Earlier this month Governor Patterson signed legislation that made a computerized network of stop and frisk data illegal. The database was used to track names and information about people who had been stopped, though they had rarely done anything wrong. This data was then often used to make future stops on people who had done nothing more than made themselves available to police searches and questioning.
While the new law eliminates the computer database, it doesn’t stop officers from manually collecting data on paper reports—reports the department states it will retain. So, does this move from technologically advanced cataloging to old school filing represent progress?
According to some, keeping paper records on stop and frisk incidences doesn’t have the reach as the database did. An officer on the street can’t immediately gain access to files which may show the person with whom they are speaking was stopped three times already this year, potentially coloring their interaction with this citizen despite them actually doing nothing wrong.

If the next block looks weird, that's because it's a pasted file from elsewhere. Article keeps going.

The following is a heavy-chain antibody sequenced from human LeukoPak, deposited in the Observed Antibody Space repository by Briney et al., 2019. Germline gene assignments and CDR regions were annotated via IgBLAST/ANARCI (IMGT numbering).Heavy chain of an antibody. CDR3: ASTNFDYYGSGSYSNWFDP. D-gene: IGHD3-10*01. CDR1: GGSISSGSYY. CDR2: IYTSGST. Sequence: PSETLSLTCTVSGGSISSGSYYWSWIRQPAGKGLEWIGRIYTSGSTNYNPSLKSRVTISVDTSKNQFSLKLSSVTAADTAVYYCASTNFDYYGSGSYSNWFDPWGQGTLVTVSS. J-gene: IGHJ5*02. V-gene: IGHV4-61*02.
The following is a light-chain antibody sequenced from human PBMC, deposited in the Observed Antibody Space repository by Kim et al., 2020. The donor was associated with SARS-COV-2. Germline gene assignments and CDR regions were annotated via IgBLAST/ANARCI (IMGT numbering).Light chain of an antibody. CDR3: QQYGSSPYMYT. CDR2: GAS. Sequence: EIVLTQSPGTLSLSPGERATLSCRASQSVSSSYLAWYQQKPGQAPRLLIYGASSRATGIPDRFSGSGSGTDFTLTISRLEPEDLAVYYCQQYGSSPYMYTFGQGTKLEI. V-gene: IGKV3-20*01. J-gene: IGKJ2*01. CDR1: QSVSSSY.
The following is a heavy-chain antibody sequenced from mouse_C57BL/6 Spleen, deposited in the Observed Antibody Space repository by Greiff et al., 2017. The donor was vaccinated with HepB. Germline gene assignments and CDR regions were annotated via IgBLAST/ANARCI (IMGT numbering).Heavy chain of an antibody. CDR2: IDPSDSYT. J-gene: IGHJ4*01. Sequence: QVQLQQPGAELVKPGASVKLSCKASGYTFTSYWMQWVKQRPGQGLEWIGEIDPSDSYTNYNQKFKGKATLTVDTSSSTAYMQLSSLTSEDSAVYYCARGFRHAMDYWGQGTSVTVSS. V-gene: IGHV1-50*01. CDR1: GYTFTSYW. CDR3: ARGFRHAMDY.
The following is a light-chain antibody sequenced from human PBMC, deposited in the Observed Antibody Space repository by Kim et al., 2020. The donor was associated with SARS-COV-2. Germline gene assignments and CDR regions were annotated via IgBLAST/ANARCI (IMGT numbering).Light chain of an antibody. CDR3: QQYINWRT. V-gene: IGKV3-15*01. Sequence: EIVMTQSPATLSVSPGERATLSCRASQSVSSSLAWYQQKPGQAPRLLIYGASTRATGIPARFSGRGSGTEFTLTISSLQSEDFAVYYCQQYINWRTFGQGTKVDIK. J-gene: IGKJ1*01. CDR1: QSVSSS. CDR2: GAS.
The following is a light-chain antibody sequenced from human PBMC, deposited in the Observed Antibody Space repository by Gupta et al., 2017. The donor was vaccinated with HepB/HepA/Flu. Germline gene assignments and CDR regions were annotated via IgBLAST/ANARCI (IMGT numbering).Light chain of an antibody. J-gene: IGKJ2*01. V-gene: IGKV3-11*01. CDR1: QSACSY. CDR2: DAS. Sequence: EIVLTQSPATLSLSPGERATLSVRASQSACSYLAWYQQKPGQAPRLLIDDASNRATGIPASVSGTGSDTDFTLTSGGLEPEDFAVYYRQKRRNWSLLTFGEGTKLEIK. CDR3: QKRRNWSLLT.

To many, the stop and frisk methods make no sense to begin with. For people in high crime neighborhoods, they may. Police officers are able to stop you and frisk you for their own safety even when you provide minimal or even no reason for them to think you may have done anything wrong. Your neighborhood, the people you are with, and even how you are dressed can be used as reason enough for the police to stop and frisk you.
Last year the city performed over 575,000 stop and frisks. Not surprisingly to many who are aware of the inherent bias of the criminal justice system, 87% of the people stopped and frisked were Black or Latino. However, some argue this statistical fact was only due to the minority dominant neighborhoods in which the police were abundantly patrolling.
Regardless of the reason, these stop and frisks have been used in alarming abundance and have continued to plague the same people over and over regardless of their criminal involvement. Some foresee difficulty in ensuring the NYPD follow the new law and some anticipate civil litigation may one day play a role in guaranteeing their adherence.
The privilege of the police to stop and frisk someone is based on a number of factors. Their search of your person, however, cannot violate your Constitutional rights. If it does, the evidence seized will not likely be admissible in court.
If you are facing drug charges or even weapons charges and have questions about the evidence in your case, contact me today. Together we can discuss the specifics of your case and how the evidence seized might be used.